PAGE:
A User's Guide
Quantum dating, as an idea, is something that intrigues me. The word quantum, as a result of a lot of popular but horribly misinformed 'Sci-fi' novels and well-informed but confusing attempts to explain quantum theory, can have several meanings.
To make it easier, I've listed below a few meanings the term could have. As far as I'm concerned, they're all as valid as each other.
How to blame Science for your infidelities
I'm sure everybody has met somebody like this - a person whose relationships always 'overlap'. This can be explained easily, and with minimal repercussions, with the concept of quantum superposition. Any given particle has a number of properties; these properties, like position or energy, can have more than one state. In fact, any particle at any given time is occupying more than one state. This holds true until it is observed, at which points the observer collapses the projection postulate, and the particle is observed to have only one state. This is called a quantum superposition.
As far as this applies to dating, I don't doubt that many a smarmy grad student and possibly even someone higher up has maintained that they are at any given time in more than one state of relationship, and the specifics will only become apparent when observed. That is, when somebody walks up to you in a bar and your significant other is out of town, you're suddenly single.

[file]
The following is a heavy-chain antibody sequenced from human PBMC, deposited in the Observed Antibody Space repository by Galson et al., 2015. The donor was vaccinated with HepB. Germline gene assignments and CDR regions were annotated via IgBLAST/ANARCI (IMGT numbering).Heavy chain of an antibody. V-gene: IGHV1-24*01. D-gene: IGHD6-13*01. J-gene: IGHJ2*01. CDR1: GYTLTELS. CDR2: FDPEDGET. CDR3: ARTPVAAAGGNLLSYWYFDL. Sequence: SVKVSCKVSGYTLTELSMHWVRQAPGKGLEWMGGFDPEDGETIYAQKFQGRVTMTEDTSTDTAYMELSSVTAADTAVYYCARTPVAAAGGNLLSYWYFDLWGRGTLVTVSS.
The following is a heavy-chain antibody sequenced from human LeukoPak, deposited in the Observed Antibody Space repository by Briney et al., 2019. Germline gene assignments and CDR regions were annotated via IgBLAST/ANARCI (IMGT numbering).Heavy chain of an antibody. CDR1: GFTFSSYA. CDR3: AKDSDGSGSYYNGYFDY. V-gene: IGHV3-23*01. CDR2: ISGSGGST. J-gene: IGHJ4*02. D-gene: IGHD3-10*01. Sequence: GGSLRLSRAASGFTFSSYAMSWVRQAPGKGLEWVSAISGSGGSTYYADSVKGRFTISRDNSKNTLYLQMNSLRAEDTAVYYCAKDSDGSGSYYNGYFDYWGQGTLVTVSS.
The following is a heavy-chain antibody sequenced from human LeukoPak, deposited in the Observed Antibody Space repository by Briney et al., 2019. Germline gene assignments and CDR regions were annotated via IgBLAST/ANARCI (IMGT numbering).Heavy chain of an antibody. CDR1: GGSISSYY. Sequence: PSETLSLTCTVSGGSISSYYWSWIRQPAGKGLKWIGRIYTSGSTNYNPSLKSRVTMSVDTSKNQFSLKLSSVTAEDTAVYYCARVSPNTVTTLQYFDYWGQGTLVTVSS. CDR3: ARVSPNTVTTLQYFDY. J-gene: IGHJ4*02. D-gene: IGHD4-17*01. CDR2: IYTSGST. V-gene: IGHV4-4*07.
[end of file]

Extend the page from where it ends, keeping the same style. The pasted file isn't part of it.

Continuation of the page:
How to not die
Historically, there have been a number of ways to achieve immortality, the simplest being to not live. However, if you feel your willpower isn't up to Hob Gadling-esque proportions, try this.
Quantum Theory is based on the idea that energy comes in discrete packets, right? So since aging is a macroscopic result of chemical processes in our bodies, and said chemical processes are governed at the molecular level by quantum mechanics, we must age a discernible step at a time, right? It's like an enormously accurate film projector - in actuality, your life is advancing one frame at a time. So if, hypothetically, we could observe every subatomic particle in your body at any one time, we would be able to calculate your age absolutely. This kind of quantum dating, as opposed to, say, carbon dating, would give a date that by definition couldn't get any more exact. Or could it?
Well, actually, it could. Because all reactions at the subatomic particle level are reversible. So actually, there's no reason that you couldn't age the other way; that is, get younger. You're just not trying hard enough.
Why some physicists need to get out more
You've heard of the many "Secret Life Of ..." books, documentaries and articles. It seems that the tendency to anthropomorphise, well, anything, is inescapable. However, some physicists seem to have been taking this a little too far. I've heard rumours of scientists spending the night in the lab with an atomic force microscope, conducting illicit affairs with tau neutrinos, or proudly introducing to their friends their new belle, the W boson (
Well, what did you guys think of her? Isn't she something? What do you mean, 'she's a little heavy'?). There have even been whispers of a dark, underground dating agency primarily for particle physicists, concerned with translating actions between the macroscopic and the sub-atomic with multi-million-dollar equipment so the relationships they conduct can get further than just creating waves of interference in each other's lives.
Who says science can't speak to the common man?